Toyota made a big splash today, announcing at Tokyo’s Megaweb that it will launch its hydrogen-powered fuel-cell vehicle before April 2015 in Japan, and in summer 2015 in the United States and Europe. The car will cost around 7 million yen ($68,600) in Japan. Prices outside Japan have not been announced.
The widely expected car will be the first fuel cell vehicle that is sold in earnest. Korea’s Hyundai was expected to be first to go truly public, but its Hyundai ix35 remains only a small series, available to companies and institutions only on a lease basis. Interestingly, Toyota had invited a group of South Korean journalists, and provided them with Korean simultaneous translation so that they could transmit the bad news back home in real-time.
Fuel cell vehicles will do away with the drawbacks plaguing its battery-operated brethren. The cars can be fueled up as quickly as a gasoline-operated car, while BEVs hang on the charger for hours. Range anxiety likewise is a thing of the battery past. Toyota’s FCV has a range of more than 300 miles on a single high pressure tank of hydrogen. Cost should also come down as production scales up.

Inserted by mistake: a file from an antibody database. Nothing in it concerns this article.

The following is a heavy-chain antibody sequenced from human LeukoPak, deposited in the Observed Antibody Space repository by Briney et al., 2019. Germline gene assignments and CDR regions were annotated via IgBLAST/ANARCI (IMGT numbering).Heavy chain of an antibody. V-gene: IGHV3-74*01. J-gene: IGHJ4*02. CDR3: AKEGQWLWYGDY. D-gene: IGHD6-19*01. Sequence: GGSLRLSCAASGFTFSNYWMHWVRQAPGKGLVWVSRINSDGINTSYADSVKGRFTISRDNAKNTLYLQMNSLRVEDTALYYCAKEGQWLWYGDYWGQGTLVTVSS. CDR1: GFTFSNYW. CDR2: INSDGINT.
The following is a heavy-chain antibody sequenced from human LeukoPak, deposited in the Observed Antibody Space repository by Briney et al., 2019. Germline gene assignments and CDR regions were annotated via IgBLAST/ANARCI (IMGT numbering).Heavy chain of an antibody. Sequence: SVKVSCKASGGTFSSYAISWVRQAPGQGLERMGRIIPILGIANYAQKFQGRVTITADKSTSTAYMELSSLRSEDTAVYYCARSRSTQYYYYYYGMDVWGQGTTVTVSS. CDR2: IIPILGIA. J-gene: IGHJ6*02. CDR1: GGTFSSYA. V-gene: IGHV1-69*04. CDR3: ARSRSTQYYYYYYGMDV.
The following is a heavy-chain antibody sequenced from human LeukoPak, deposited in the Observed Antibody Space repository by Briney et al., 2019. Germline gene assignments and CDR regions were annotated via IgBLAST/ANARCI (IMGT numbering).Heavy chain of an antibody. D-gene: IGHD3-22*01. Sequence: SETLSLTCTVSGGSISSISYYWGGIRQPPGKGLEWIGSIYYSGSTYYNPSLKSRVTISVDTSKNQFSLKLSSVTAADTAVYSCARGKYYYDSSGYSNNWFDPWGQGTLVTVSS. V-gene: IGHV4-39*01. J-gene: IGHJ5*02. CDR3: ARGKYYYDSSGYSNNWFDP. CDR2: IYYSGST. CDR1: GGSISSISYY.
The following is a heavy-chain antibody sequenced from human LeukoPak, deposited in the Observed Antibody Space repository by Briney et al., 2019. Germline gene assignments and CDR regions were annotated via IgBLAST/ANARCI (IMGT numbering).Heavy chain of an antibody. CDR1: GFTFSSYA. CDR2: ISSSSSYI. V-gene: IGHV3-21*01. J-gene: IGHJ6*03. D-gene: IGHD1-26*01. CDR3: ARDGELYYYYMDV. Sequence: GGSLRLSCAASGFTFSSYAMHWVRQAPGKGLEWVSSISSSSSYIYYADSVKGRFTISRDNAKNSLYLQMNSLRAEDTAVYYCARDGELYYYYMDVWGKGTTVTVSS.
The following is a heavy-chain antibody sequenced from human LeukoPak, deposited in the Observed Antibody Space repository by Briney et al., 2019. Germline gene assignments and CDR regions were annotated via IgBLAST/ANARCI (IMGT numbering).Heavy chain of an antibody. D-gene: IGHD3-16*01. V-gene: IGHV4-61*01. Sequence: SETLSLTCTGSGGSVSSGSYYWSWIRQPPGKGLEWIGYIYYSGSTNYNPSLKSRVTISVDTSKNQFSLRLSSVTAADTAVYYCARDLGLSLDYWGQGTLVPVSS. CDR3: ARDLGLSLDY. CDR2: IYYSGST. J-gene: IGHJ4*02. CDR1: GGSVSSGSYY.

FCVs also will receive help from Prime Minister Abe’s growth strategy, which was announced a day before Toyota showed its FCV. The plan calls for subsidies and tax breaks for buyers, relaxed curbs on hydrogen fuel stations. A government representative showed today a plan for the elimination of all CO2-emitting transportation by 2040 – presented on a highly complex chart.
Toyota’s FCV is no science experiment. This is a real car for a real market, and Toyota’s combined minds are behind it. As serious as they may be, it does not keep them from having fun with puns.